We got a long instrumental part that ended in a drum solo by Bob Rondinelli. During this excellent drum solo, Bob fired his drumsticks into the hall and continued drumming with his fists. Before Rainbow could start their series of encores, they played "Long live Rock 'n Roll". In this song the audience had the opportunity to demonstrate that they could also sing. In the first encore Rainbow played "Vielleicht das nächster Zeit". The audience was allowed to sing along once more with "All night Long". Of course they did not let Rainbow go. The second encore commemorated the Deep Purple period. Ritchie Blackmore first played the intros of "Lazy" and "Woman from Tokyo". and then the entire "Smoke on the Water" was played. Blackmore's guitar was still intact, so a third encore was needed to give him the opportunity to smash his guitar. After 1 hour and 45 minutes Rainbow, we can get to come to the following conclusion: The repertoire contained many good pieces and some bad ones. The sound was good and the light show great.

Stefan Rooyackers, Aardschok no 6 - 1981

Ahoy Hall, Rotterdam, The Netherlands - June 13, 1981

Rainbow fascinates in variety

Even before Ritchie Blackmore's Rainbow had even played a single note on Saturday evening, the evening turned out to be successful: a tape-recorded orchestral version of the atmospheric 'Land of hope and glory' quickly forgotten the disastrous support act Def Leppard and paved the way in an inimitable way for the achievements of the group that can be seen as the successor to Deep Purple.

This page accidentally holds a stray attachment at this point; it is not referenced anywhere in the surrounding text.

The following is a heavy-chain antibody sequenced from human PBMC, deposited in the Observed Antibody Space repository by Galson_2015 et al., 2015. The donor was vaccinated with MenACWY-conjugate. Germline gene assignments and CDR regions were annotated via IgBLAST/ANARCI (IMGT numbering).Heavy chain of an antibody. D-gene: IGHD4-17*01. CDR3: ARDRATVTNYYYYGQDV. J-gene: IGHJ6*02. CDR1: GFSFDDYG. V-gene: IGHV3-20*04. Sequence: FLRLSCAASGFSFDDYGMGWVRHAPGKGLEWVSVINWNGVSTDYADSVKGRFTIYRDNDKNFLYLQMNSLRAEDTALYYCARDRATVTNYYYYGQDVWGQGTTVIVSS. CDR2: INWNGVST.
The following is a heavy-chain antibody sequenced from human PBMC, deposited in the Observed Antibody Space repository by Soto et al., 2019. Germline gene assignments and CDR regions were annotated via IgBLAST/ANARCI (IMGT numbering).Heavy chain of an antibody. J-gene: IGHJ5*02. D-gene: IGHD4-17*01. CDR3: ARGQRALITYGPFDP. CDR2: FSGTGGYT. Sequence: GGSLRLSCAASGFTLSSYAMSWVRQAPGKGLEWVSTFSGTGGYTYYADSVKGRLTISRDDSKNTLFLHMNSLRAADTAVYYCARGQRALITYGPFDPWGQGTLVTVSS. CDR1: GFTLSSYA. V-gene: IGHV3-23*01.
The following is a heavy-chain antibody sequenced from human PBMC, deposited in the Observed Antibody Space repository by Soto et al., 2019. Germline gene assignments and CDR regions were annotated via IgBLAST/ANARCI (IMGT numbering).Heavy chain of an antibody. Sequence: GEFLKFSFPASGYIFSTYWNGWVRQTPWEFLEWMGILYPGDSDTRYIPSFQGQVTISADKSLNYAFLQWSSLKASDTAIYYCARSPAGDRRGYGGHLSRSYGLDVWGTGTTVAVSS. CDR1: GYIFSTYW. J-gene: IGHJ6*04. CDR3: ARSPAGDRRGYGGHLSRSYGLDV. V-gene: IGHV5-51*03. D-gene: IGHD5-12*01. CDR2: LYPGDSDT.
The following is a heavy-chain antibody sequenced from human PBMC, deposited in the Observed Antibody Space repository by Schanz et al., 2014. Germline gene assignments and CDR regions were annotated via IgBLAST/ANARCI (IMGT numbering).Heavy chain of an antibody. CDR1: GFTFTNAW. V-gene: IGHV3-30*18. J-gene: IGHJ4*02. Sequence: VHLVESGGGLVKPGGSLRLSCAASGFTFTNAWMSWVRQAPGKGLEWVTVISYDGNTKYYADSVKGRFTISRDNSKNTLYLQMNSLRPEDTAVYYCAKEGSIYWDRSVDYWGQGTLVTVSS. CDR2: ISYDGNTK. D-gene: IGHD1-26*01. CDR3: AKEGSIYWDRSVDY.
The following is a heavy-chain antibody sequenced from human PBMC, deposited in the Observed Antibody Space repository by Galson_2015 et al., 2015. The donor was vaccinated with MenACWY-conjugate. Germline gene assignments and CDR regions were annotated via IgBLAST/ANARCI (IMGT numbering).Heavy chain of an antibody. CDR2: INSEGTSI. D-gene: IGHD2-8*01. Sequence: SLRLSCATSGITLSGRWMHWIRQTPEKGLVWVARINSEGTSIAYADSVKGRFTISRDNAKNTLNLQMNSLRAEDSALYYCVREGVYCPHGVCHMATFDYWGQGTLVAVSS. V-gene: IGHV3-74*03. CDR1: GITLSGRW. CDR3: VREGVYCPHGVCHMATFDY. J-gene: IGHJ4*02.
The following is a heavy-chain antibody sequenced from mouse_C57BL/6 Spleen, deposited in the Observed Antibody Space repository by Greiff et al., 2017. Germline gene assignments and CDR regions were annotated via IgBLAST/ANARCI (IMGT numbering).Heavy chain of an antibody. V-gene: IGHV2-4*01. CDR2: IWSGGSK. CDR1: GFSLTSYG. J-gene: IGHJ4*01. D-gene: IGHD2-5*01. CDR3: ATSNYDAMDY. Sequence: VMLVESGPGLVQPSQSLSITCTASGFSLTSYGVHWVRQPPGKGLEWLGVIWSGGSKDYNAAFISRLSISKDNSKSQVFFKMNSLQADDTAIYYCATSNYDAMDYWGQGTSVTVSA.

A lot has happened with Rainbow between the concert of about two years ago and that of Saturday. The changes of the group members was great and in particular the departure of Cozy Powell and the arrival of Roger 'love is all' Glover were the most striking in that regard. However, there is no sign of any damage to the recognizable Rainbow sound, as ex-Deep Purple guitarist Blackmore is in good hands; after all, it is he who determines the musical direction.

During the almost two-hour set, Rainbow managed to fascinate in a very varied and colorful way. A very melodic, rather commercial hard-rock, which nevertheless still leaves room for some quieter work, such as 'Catch the Rainbow'. Rainbow often played long compositions, in which each group member was allowed to contribute on demand. Nice were the literally hand-and-footed mammoth solos by Rondinelli and the Wakeman-like pieces by Airey, who just added some Scott Joplin-rags for fun. Certainly because of Airey's playing the whole occasionally plays quite classically, culminating in 'Difficult to Cure', a flawless and very swinging adaptation of Beethoven's Ninth.